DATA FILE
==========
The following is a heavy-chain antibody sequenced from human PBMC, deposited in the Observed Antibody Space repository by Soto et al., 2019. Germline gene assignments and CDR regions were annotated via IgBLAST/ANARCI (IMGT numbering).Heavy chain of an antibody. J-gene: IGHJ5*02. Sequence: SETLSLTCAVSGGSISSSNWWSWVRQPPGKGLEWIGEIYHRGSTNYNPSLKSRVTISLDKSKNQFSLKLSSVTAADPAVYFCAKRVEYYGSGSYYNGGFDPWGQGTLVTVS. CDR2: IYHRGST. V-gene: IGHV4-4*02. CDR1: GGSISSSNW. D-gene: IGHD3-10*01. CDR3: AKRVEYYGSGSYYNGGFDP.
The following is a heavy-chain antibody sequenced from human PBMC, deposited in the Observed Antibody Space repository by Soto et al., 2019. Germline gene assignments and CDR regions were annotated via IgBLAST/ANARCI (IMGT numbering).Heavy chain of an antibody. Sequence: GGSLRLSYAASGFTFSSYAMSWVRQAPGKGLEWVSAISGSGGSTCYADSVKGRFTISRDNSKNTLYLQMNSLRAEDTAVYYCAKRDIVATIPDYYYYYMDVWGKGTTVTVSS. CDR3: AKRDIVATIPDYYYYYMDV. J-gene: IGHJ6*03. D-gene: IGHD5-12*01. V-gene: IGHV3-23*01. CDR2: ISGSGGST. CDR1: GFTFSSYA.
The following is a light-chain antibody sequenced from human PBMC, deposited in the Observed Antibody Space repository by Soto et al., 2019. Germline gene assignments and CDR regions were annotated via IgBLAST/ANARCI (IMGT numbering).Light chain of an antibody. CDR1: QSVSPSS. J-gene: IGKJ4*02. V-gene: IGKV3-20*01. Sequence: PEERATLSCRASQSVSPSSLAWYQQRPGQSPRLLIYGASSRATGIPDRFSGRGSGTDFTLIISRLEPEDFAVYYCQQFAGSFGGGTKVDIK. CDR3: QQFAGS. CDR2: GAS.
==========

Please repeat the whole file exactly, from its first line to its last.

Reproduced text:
The following is a heavy-chain antibody sequenced from human PBMC, deposited in the Observed Antibody Space repository by Soto et al., 2019. Germline gene assignments and CDR regions were annotated via IgBLAST/ANARCI (IMGT numbering).Heavy chain of an antibody. J-gene: IGHJ5*02. Sequence: SETLSLTCAVSGGSISSSNWWSWVRQPPGKGLEWIGEIYHRGSTNYNPSLKSRVTISLDKSKNQFSLKLSSVTAADPAVYFCAKRVEYYGSGSYYNGGFDPWGQGTLVTVS. CDR2: IYHRGST. V-gene: IGHV4-4*02. CDR1: GGSISSSNW. D-gene: IGHD3-10*01. CDR3: AKRVEYYGSGSYYNGGFDP.
The following is a heavy-chain antibody sequenced from human PBMC, deposited in the Observed Antibody Space repository by Soto et al., 2019. Germline gene assignments and CDR regions were annotated via IgBLAST/ANARCI (IMGT numbering).Heavy chain of an antibody. Sequence: GGSLRLSYAASGFTFSSYAMSWVRQAPGKGLEWVSAISGSGGSTCYADSVKGRFTISRDNSKNTLYLQMNSLRAEDTAVYYCAKRDIVATIPDYYYYYMDVWGKGTTVTVSS. CDR3: AKRDIVATIPDYYYYYMDV. J-gene: IGHJ6*03. D-gene: IGHD5-12*01. V-gene: IGHV3-23*01. CDR2: ISGSGGST. CDR1: GFTFSSYA.
The following is a light-chain antibody sequenced from human PBMC, deposited in the Observed Antibody Space repository by Soto et al., 2019. Germline gene assignments and CDR regions were annotated via IgBLAST/ANARCI (IMGT numbering).Light chain of an antibody. CDR1: QSVSPSS. J-gene: IGKJ4*02. V-gene: IGKV3-20*01. Sequence: PEERATLSCRASQSVSPSSLAWYQQRPGQSPRLLIYGASSRATGIPDRFSGRGSGTDFTLIISRLEPEDFAVYYCQQFAGSFGGGTKVDIK. CDR3: QQFAGS. CDR2: GAS.